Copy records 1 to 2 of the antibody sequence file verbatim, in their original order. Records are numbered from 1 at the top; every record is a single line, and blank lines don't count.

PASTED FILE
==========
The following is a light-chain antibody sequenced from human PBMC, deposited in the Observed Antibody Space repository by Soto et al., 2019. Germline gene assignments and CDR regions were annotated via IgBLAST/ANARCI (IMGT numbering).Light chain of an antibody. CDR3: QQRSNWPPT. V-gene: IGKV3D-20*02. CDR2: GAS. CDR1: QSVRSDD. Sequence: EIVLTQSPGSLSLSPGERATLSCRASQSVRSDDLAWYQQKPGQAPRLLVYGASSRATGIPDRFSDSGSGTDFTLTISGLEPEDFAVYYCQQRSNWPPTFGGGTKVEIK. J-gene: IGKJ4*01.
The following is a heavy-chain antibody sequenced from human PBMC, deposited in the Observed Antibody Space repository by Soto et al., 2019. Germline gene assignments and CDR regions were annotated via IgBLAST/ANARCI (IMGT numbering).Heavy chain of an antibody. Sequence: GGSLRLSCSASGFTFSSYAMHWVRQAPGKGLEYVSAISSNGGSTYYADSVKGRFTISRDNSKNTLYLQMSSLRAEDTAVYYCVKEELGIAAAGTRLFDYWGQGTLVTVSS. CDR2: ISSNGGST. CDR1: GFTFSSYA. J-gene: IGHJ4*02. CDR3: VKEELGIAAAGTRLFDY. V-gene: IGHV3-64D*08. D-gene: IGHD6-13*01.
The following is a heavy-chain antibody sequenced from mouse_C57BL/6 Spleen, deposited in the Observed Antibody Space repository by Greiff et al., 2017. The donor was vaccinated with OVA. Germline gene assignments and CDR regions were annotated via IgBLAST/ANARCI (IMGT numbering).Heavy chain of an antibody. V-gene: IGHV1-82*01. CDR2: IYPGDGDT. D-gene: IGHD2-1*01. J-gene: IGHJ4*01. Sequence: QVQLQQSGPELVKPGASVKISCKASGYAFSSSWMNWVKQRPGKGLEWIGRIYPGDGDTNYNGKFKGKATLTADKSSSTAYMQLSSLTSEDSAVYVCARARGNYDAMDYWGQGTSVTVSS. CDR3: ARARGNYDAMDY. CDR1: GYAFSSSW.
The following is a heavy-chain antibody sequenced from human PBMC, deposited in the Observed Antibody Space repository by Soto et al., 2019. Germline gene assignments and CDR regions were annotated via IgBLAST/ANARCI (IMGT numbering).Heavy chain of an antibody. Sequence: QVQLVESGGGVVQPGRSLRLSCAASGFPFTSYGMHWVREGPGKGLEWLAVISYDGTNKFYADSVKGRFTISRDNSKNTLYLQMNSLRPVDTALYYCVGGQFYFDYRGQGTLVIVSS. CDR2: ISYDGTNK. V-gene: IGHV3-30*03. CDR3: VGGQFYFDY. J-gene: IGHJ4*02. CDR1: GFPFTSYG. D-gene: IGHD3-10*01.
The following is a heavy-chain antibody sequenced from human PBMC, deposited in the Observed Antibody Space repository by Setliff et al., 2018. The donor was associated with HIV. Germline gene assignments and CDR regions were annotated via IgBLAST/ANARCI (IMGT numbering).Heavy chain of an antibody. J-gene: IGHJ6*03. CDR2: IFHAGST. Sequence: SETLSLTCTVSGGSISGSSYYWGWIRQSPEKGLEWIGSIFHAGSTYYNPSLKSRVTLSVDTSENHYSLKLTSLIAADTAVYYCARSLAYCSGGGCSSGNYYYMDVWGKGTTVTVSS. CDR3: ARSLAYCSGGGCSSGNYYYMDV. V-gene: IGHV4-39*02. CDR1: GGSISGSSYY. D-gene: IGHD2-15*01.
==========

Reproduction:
The following is a light-chain antibody sequenced from human PBMC, deposited in the Observed Antibody Space repository by Soto et al., 2019. Germline gene assignments and CDR regions were annotated via IgBLAST/ANARCI (IMGT numbering).Light chain of an antibody. CDR3: QQRSNWPPT. V-gene: IGKV3D-20*02. CDR2: GAS. CDR1: QSVRSDD. Sequence: EIVLTQSPGSLSLSPGERATLSCRASQSVRSDDLAWYQQKPGQAPRLLVYGASSRATGIPDRFSDSGSGTDFTLTISGLEPEDFAVYYCQQRSNWPPTFGGGTKVEIK. J-gene: IGKJ4*01.
The following is a heavy-chain antibody sequenced from human PBMC, deposited in the Observed Antibody Space repository by Soto et al., 2019. Germline gene assignments and CDR regions were annotated via IgBLAST/ANARCI (IMGT numbering).Heavy chain of an antibody. Sequence: GGSLRLSCSASGFTFSSYAMHWVRQAPGKGLEYVSAISSNGGSTYYADSVKGRFTISRDNSKNTLYLQMSSLRAEDTAVYYCVKEELGIAAAGTRLFDYWGQGTLVTVSS. CDR2: ISSNGGST. CDR1: GFTFSSYA. J-gene: IGHJ4*02. CDR3: VKEELGIAAAGTRLFDY. V-gene: IGHV3-64D*08. D-gene: IGHD6-13*01.